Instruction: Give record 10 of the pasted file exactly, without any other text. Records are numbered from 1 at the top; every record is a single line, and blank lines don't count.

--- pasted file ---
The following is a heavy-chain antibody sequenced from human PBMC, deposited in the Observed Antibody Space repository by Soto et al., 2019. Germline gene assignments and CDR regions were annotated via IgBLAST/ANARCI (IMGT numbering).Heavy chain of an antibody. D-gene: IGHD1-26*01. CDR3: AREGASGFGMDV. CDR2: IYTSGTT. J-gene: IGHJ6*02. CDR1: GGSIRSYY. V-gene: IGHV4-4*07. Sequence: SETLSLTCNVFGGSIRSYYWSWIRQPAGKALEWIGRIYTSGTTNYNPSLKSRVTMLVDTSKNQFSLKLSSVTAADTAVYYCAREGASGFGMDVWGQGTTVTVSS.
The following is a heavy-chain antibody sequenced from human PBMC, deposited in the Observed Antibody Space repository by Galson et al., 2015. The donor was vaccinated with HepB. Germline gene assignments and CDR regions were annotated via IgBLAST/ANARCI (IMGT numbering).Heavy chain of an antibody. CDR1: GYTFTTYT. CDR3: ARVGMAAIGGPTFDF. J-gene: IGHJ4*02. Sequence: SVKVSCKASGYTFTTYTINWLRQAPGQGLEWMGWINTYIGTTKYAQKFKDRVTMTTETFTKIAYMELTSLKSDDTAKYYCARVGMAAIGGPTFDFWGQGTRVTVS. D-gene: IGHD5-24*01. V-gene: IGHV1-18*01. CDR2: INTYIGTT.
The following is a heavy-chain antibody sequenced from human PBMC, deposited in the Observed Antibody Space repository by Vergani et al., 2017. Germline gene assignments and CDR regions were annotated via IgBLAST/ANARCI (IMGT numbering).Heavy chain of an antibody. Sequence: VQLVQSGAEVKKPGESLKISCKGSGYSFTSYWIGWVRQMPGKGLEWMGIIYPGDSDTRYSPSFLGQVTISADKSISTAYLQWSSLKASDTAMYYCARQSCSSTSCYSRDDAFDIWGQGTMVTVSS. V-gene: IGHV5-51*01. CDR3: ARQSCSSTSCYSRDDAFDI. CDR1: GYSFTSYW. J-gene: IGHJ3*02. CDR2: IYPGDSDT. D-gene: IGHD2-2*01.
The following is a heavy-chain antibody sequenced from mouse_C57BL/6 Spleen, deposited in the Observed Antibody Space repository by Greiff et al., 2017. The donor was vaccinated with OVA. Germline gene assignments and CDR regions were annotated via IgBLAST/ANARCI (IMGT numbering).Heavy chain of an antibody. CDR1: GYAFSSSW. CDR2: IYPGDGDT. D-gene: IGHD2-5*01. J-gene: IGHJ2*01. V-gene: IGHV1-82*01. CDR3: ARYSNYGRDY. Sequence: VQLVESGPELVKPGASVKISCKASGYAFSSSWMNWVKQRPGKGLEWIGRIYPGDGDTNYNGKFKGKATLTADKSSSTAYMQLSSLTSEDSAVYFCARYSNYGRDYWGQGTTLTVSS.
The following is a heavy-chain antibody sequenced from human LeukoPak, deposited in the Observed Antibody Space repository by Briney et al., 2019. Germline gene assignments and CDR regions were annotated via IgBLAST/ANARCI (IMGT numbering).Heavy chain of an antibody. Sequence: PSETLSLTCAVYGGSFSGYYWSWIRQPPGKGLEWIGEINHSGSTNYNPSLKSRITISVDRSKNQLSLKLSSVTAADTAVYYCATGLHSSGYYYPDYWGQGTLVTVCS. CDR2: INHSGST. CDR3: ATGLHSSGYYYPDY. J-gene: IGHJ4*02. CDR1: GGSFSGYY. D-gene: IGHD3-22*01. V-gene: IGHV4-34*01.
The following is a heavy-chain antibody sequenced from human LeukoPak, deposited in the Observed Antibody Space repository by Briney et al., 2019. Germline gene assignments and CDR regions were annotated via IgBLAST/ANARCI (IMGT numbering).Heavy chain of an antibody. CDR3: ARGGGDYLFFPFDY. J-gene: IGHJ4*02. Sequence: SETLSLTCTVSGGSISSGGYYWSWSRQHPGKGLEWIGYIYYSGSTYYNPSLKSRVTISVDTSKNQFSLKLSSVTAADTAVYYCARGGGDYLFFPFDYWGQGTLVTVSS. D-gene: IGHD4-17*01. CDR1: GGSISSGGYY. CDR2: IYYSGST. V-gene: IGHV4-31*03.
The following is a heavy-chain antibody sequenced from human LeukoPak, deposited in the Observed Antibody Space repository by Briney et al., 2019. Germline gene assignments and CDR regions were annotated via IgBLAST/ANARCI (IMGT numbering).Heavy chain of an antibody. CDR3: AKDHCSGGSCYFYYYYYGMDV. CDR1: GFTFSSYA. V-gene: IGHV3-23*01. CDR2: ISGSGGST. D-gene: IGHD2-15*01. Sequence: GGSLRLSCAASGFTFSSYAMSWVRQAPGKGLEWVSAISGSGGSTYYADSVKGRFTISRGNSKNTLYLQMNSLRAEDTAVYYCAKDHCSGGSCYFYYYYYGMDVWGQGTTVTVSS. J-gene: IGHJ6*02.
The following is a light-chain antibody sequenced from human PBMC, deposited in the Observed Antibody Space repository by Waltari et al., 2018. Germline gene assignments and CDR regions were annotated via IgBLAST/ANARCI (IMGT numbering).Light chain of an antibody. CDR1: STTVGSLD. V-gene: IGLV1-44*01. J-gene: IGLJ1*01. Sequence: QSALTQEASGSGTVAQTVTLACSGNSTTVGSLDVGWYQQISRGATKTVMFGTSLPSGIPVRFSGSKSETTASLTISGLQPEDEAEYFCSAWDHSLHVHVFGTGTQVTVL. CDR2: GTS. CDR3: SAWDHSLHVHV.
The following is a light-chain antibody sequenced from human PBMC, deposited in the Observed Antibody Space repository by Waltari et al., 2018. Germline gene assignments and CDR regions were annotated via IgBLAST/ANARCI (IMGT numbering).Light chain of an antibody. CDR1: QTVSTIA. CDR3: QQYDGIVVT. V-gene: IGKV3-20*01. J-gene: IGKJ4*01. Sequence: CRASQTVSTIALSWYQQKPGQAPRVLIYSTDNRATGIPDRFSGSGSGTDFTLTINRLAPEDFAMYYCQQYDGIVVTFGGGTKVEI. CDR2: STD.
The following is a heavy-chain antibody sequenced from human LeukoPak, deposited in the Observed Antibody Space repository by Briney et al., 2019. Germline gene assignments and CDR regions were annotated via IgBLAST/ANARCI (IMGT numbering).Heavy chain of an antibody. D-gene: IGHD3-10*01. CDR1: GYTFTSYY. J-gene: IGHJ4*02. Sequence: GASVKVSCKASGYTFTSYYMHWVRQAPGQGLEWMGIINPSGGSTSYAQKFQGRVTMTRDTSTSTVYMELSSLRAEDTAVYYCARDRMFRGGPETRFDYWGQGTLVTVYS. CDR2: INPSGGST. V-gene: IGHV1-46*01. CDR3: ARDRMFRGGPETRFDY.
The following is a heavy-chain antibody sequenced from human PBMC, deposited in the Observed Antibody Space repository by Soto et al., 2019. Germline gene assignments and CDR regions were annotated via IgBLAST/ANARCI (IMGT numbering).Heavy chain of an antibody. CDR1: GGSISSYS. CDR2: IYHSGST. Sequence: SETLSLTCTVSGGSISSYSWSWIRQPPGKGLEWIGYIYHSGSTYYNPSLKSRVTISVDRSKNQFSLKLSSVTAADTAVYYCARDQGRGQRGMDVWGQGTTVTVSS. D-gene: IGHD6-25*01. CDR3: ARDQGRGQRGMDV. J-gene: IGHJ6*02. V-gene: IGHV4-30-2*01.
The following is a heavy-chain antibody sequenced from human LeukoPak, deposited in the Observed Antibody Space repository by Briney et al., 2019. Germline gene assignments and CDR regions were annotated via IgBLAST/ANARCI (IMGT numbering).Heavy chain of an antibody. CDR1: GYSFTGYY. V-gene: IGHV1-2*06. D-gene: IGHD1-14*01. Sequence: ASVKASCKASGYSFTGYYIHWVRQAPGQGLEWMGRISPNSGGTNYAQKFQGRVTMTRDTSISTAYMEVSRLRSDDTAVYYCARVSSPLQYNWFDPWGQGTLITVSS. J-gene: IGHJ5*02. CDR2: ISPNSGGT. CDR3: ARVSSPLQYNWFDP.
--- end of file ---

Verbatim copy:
The following is a heavy-chain antibody sequenced from human LeukoPak, deposited in the Observed Antibody Space repository by Briney et al., 2019. Germline gene assignments and CDR regions were annotated via IgBLAST/ANARCI (IMGT numbering).Heavy chain of an antibody. D-gene: IGHD3-10*01. CDR1: GYTFTSYY. J-gene: IGHJ4*02. Sequence: GASVKVSCKASGYTFTSYYMHWVRQAPGQGLEWMGIINPSGGSTSYAQKFQGRVTMTRDTSTSTVYMELSSLRAEDTAVYYCARDRMFRGGPETRFDYWGQGTLVTVYS. CDR2: INPSGGST. V-gene: IGHV1-46*01. CDR3: ARDRMFRGGPETRFDY.